Just as Ken picked up the lead and twisted it around his bulky glove they heard a faint thud in the darkness beyond the path that led to the administration block of the high school they were patrolling. There had been a number of recent school break-ins and Ken and his dog team had been called in for an extra night’s security shift.

The thud came again and the murmurings of voices carried in the chilly air.

A quick directive from Ken silenced an anxious Shield.  ‘Let’s get closer.  Quietly,’ he added for the benefit of the newly trained canine. Shield was a quick learner but he had the tendency of being impatient.

Deep masculine voices sent chills through Faith’s body. Cold is right and these guys sound dangerous and I can’t even see them yet. Where are they? She stifled a whimper.

Ken stopped to point his torch at the ground and switched it on. Slowly directing the light in a sweeping circle around him, he found his bearings. He flicked the torch off again before continuing toward the voices.

Ah… they must be between the Administration Block and the Science Building. Thankfully they mustn’t have seen the glow of the torch.’

Before taking the path between the two two-storey buildings, Ken knelt and drew his team close to whisper. ‘I need to call for back-up but if something goes wrong before they arrive Shield, follow Faith, she knows the drill.’

They took a few steps back and hid behind a retaining wall that lined the garden on one side of the path. Here Ken touch his radio that had been surprisingly quiet tonight. ‘Bluelight, this is Canine Security over.’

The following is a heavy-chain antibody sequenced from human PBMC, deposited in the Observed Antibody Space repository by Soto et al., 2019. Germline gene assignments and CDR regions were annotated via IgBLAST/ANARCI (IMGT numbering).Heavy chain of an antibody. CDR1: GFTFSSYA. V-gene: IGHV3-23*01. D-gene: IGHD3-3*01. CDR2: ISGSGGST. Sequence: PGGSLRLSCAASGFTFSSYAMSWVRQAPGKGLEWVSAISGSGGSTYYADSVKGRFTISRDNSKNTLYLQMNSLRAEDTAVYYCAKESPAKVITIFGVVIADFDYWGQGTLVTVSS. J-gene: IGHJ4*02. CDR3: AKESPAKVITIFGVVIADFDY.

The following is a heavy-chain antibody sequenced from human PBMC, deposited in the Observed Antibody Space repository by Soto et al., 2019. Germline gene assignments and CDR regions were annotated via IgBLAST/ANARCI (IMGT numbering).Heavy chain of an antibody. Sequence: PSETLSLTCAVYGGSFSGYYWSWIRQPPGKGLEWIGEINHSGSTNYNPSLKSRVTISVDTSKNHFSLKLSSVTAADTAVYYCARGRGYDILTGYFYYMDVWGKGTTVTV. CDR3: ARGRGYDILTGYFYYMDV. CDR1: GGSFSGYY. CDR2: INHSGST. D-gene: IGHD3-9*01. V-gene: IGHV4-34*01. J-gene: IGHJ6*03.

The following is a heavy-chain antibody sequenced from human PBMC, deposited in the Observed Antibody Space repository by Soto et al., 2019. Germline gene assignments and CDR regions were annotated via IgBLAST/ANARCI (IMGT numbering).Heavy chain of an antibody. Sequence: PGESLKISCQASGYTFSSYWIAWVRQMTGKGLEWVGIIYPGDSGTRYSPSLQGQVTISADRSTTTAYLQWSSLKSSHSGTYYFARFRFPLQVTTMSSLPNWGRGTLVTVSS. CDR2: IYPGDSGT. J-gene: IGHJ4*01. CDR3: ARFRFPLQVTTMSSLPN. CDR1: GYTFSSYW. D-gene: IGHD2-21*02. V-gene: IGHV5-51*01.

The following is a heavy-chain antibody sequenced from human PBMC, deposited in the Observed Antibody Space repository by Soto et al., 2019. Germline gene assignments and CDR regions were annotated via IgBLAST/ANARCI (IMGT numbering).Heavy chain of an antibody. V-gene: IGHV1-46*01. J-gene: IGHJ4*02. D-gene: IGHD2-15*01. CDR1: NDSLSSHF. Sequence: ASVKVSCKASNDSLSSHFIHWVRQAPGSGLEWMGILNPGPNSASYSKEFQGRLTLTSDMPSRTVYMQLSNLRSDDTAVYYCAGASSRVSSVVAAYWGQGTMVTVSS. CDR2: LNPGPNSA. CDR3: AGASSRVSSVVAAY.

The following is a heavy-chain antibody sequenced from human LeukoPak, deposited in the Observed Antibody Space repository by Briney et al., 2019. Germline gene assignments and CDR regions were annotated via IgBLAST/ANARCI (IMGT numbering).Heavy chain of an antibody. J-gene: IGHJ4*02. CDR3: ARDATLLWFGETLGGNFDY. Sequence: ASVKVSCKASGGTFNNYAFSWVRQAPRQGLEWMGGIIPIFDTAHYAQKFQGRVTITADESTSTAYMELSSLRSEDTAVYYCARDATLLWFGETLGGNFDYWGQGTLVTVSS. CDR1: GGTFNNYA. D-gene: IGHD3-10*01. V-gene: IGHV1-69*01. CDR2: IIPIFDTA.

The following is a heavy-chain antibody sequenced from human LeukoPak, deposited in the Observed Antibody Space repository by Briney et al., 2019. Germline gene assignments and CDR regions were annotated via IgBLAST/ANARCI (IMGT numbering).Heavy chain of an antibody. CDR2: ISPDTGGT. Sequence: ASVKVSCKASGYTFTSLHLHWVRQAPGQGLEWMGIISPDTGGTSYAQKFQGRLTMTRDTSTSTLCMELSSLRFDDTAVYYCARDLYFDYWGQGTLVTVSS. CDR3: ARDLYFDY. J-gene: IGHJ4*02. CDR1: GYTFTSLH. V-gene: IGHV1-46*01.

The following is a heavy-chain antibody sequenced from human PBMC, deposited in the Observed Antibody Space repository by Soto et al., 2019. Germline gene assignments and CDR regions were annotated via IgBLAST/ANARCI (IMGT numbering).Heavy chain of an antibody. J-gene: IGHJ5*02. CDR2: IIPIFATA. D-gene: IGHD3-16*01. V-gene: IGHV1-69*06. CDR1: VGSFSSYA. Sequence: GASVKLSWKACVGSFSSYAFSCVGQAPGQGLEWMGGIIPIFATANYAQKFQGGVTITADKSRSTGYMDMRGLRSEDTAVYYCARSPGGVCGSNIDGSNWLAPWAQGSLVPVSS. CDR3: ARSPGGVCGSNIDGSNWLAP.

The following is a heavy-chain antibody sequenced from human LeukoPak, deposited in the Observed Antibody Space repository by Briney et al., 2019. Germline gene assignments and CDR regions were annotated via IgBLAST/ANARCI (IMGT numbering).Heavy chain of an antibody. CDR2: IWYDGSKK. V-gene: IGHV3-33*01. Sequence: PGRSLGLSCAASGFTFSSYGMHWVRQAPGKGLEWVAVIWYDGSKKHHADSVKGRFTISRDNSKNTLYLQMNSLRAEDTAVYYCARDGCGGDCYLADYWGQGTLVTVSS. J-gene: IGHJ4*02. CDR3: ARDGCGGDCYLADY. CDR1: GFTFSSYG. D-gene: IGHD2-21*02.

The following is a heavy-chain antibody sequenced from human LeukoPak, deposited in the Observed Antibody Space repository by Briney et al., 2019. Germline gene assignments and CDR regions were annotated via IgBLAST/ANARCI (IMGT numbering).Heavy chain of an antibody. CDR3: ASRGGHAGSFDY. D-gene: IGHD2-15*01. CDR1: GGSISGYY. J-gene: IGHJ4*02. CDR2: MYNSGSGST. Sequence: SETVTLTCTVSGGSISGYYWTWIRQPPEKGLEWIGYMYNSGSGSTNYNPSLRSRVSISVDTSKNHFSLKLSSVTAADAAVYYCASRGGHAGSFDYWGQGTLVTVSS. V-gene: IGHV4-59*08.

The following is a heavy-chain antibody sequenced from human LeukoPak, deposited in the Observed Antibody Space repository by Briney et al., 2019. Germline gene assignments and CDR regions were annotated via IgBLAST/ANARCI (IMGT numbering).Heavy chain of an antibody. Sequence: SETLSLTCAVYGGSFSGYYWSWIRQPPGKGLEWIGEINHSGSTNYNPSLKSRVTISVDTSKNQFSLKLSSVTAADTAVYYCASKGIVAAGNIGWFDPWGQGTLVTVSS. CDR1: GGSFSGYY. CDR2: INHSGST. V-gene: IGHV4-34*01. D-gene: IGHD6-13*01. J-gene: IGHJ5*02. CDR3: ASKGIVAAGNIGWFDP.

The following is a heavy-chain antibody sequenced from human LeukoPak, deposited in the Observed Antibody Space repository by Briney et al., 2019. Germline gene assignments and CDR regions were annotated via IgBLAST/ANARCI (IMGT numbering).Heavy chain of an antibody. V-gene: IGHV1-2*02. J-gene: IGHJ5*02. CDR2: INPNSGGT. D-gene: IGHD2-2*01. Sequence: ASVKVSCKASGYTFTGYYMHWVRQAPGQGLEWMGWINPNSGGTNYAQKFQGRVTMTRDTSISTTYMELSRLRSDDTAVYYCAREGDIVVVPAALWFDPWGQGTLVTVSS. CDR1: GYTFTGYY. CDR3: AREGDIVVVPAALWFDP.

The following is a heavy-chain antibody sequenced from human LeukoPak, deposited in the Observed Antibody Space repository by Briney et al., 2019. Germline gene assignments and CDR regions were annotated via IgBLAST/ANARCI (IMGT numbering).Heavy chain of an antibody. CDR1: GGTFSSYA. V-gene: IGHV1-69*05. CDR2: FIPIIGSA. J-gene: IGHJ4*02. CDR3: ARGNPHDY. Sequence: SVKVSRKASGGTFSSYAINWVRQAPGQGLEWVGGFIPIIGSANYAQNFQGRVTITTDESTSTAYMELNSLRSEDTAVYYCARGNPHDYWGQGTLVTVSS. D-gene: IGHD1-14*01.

‘This is Bluelight. What’s up, Ken. Over.’

‘I hope you’re in the vicinity of High and Green. Over.’

The radio crackled again startling Shield. ‘The high school? Over.’

‘That’s a big ten-four. Trespassers. Over,’ he said quietly listening for any changes in the distant voices.

‘On our way. Be careful.’

Ken turned the radio volume dial down. Peering around the retaining wall, he listened and watched for a few minutes before leading Faith and Shield toward the corner of the Administration building.

Faith stood close to Ken’s right side and followed his gaze down the path where she could just make out the tall broad silhouette of a man with his hands reaching above his head. A ladder leaned against the Science building. There are at least two of them. If there are three, we still should be ok but they sure are big.

Ken took a moment to glance at his watch then estimated the distance between them and the trespassers to be at least twenty metres. If he could get closer he could see exactly how many and what they were up to.

Faith resisted against the lead a little but trusted Ken. They moved soundlessly toward the men whose voices became clearer as they approached.

‘Hurry up,’ one of them shouted in a whisper. ‘We have enough computers. Grab some cables or something to tie them to the trolley or they’ll fall off.’

‘OK, OK,’ someone from the first floor window called back. ‘Pasco’s gone to look.’

Faith’s hair stood on end. Shield made the quietest of whimpers but it was enough.

The dogs froze before Ken could stop causing the leads to become taut.

‘WHO ARE YOU?’

Ken looked up at the huge dark figure that seemed to have stepped out of the wall just a few steps in front of him.

Oops! This must be the lookout. How did we miss seeing him? Faith stood her ground.

‘I asked you a question, Weed’.

Ken kept his voice clear and steady. ‘Well, I’m Ken and this is my Faith and my Shield.’

Another huge figure appeared and the two looked down at the dogs in surprise.

‘RUN!’, Ken yelled and turned before the men realised what was happening.

Faith and Shield bolted.

Ken’s feet hardly touched the ground as they raced around the corner and back up the path. ‘The oval,’ he panted. He gripped the leads tighter hoping they wouldn’t slip through his gloves.

‘COME BACK HERE, WEED.’

Faith made a sudden turn to the right causing Shield to gasp as he was jerked along. Ouch! Where do you get you strength, Girl?

The three kept running until the voices faded.

Faith slowed and panted to a stop. They all collapsed on the damp grass in the middle of the sports oval just as a distant siren broke the midnight darkness.